Shepard Leading Flock of Sheep through a Grove of Trees
Baptism, Tithing & Church Discipline

Tell It to the Church

Author: Ray C. Stedman

Today we must do what we have had to do only three previous times in the 36-year history of Peninsula Bible Church. That is to obey the word of our Lord Jesus given in Matthew 18 concerning the handling of a serious moral failure in a member of this church. The passage begins with Verse 15:

"If your brother sins against you, go and tell him his fault, between you and him alone. If he listens to you, you have gained your brother. But if he does not listen, take one or two others along with you, that every word may be confirmed by the evidence of two or three witnesses. If he refuses to listen to them, tell it to the church; and if he refuses to listen even to the church, let him be to you as a Gentile and a tax collector. Truly, I say to you, whatever you bind on earth shall be bound in heaven, and whatever you loose on earth shall be loosed in heaven." (Matthew 18:15-18 RSV)

As we go through these words together let us remember that these are the words of Jesus, and, as such, they cannot be ignored. He is the Lord of the church, the Head of the body, and, as such, is dealing here with the procedure for handling unjudged sin in our midst.

It is clear in this passage that our Lord is dealing with a situation where sin has not been acknowledged as such. The normal way to handle sin in a Christian's life, since we all sin, is to judge it ourselves, to become aware by the ministry of the Word of God, or, perhaps, by observation of someone else's life that something we are doing is clearly, unmistakably wrong, and to judge it, and stop it. This kind of judging must go on in all our lives. Where it does there is no disciplinary action required. But our Lord is dealing here with those cases where, for one reason or another, we do not judge ourselves. Here he describes the process to be followed. This is not a single act, it is a process which involves four steps which are to take place over a period of time.

The first stage is a private meeting: "If your brother sins against you, go and tell him his fault, between you and him alone." (The words against you are not in some of the better manuscripts, and many texts leave them out.) What this is really saying is, "if your brother sins, period" -- i.e., if your brother (or your sister) is clearly violating by his actions something that the Word of God says is wrong, and does not do anything about it, we are to go to him and tell him his fault between the two of us.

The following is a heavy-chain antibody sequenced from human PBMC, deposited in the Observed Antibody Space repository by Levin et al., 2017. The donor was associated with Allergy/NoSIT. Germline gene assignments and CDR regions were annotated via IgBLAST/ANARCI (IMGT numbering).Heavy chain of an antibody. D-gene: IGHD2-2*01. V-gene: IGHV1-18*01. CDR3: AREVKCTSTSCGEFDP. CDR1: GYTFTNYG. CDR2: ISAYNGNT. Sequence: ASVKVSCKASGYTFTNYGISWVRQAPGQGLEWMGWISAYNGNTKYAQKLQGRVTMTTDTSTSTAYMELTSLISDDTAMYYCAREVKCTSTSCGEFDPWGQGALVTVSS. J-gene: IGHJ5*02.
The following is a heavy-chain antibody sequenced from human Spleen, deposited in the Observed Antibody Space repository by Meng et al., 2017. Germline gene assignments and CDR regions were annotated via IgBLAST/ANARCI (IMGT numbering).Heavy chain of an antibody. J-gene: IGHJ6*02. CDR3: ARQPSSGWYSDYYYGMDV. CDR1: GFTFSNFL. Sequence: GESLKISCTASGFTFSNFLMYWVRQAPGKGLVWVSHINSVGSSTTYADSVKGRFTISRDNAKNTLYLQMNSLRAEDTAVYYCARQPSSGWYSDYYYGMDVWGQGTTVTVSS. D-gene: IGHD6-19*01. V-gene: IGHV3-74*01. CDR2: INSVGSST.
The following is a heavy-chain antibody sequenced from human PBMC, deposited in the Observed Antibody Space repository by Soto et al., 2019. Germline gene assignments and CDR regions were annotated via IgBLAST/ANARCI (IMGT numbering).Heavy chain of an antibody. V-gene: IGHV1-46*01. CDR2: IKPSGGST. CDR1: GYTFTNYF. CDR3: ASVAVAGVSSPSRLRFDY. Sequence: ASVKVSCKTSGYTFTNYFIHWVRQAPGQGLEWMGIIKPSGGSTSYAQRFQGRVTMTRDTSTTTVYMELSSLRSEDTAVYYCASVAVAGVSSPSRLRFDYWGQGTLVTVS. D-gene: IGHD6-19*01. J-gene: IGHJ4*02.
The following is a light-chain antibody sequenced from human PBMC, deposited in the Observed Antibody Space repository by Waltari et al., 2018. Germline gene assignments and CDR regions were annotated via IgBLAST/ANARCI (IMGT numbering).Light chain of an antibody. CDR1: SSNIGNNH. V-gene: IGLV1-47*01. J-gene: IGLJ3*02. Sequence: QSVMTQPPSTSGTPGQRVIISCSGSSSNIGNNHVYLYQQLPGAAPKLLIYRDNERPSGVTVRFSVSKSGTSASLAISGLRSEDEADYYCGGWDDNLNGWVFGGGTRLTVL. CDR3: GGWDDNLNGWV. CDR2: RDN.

This, of course, is quite contrary to the spirit of the age. The world around constantly tells us that what an individual does in his private life is nobody else's business. In this election year we are being told that a politician's private life is nobody's business but his own (or her own), and we are not to judge or even take account of what kind of life he leads when we vote. But this is not true in the church. The church is a body, and members of that body belong one to another. Perhaps no two words appear more frequently in the Scripture than those words, one another. We are to do many things to one another, and one of them is to help one another when we do not see or recognize that what we are doing is wrong.

Notice that our Lord specifically says it involves a question of sin -- and sin is defined by the Word of God. Jesus is not saying, "If your brother irritates you, or offends you, or ignores you, you are to go to him about that." There is another great word in the Christian life that covers irritations: it is the word forbearance. We are to bear with one another. We all irritate each other, and offend one another, and when we do we are to forbear one another; we are to put up with it, to forgive it without saying anything about it to the person involved. But this passage is dealing with sins, and sins are defined for us in the Scripture.